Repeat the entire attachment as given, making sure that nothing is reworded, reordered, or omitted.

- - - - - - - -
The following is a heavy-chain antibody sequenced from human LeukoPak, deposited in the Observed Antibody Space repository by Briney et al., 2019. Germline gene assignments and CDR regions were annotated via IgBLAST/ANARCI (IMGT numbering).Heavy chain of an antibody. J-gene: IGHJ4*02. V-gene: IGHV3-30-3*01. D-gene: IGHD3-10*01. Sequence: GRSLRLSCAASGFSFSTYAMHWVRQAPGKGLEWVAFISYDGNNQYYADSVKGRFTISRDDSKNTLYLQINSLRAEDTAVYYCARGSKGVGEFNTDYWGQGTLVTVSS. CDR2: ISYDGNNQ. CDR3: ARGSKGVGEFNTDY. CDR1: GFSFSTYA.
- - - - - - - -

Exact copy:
The following is a heavy-chain antibody sequenced from human LeukoPak, deposited in the Observed Antibody Space repository by Briney et al., 2019. Germline gene assignments and CDR regions were annotated via IgBLAST/ANARCI (IMGT numbering).Heavy chain of an antibody. J-gene: IGHJ4*02. V-gene: IGHV3-30-3*01. D-gene: IGHD3-10*01. Sequence: GRSLRLSCAASGFSFSTYAMHWVRQAPGKGLEWVAFISYDGNNQYYADSVKGRFTISRDDSKNTLYLQINSLRAEDTAVYYCARGSKGVGEFNTDYWGQGTLVTVSS. CDR2: ISYDGNNQ. CDR3: ARGSKGVGEFNTDY. CDR1: GFSFSTYA.